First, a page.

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Perestroika co-founder no more

Shevardnadze

Tbilisi, July 7 (Reuters): Eduard Shevardnadze, a former President of Georgia and Soviet foreign minister, died today after a long struggle with illness. He was 86.

Shevardnadze was one of the intellectual fathers of “perestroika” (restructuring), the reform policy that Mikhail Gorbachev, the last Soviet President, said was conceived during a stroll along the shores of the Black Sea with his Georgian comrade.

As foreign minister under Gorbachev, Shevardnadze oversaw the thaw in relations with the West before the Berlin Wall came down and the communist Soviet Union was dismantled. Shevardnadze played a vital role in ending the Cold War as Soviet foreign minister, went on to lead his native Georgia in the stormy early years after independence before being ousted in street protests.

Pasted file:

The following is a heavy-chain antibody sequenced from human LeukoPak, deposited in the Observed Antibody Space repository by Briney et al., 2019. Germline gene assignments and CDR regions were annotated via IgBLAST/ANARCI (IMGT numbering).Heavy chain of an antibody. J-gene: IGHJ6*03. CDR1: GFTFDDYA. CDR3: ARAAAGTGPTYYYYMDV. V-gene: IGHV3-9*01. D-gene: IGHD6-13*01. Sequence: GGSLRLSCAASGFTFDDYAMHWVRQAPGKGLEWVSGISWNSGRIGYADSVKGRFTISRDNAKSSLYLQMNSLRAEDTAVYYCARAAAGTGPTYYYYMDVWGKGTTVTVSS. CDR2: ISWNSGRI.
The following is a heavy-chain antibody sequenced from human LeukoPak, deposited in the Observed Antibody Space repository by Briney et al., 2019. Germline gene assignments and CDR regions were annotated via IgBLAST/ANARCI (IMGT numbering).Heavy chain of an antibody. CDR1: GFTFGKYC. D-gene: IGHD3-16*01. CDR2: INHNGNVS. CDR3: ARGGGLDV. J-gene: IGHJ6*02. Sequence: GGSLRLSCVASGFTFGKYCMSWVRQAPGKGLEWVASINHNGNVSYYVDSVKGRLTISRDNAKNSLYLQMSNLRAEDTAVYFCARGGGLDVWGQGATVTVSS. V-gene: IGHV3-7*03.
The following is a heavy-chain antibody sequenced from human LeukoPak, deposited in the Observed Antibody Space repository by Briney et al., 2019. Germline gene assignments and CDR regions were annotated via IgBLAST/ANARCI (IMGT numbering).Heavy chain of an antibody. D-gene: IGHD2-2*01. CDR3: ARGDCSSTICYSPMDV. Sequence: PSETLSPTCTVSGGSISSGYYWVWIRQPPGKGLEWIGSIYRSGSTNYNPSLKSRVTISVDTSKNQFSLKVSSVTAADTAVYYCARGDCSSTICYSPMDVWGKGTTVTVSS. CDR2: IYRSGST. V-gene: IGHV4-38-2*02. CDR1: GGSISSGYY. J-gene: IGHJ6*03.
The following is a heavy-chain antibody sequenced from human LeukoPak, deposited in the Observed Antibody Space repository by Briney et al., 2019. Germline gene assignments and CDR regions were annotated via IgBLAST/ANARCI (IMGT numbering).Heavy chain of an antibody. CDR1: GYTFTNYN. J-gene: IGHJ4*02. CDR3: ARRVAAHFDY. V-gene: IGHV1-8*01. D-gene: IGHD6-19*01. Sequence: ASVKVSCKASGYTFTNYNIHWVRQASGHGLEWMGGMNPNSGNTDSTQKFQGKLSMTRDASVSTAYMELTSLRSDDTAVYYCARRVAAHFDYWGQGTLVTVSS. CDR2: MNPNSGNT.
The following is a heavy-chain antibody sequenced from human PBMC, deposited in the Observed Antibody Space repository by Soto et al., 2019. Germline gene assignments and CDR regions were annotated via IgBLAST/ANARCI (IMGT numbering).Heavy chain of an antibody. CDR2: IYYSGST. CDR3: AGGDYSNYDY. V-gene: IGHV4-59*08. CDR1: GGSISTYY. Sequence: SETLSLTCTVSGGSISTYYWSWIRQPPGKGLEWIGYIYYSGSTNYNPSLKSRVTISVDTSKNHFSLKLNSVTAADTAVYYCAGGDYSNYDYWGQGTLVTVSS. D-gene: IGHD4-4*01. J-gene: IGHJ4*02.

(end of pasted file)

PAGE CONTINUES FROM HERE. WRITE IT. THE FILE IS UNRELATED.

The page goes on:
Gorbachev, expressed sorrow over the passing of a “friend”, hailing him as an “extraordinary, talented person” who had done much to bring down the Berlin Wall and end the nuclear arms race.

“He was always quick to find a way of connecting with different people — with youngsters and the older generation. He had a bright character, a Georgian temperament,” he said, referring to Shevardnadze’s passionate nature.

Russian President Vladimir Putin offered his condolences to his “family, as well as the Georgian people”.

Loved by some but hated by others in his native Georgia after bringing stability but failing to tackle widespread corruption, Shevardnadze rarely ventured out of his hill-top residence during his last years.

 
 
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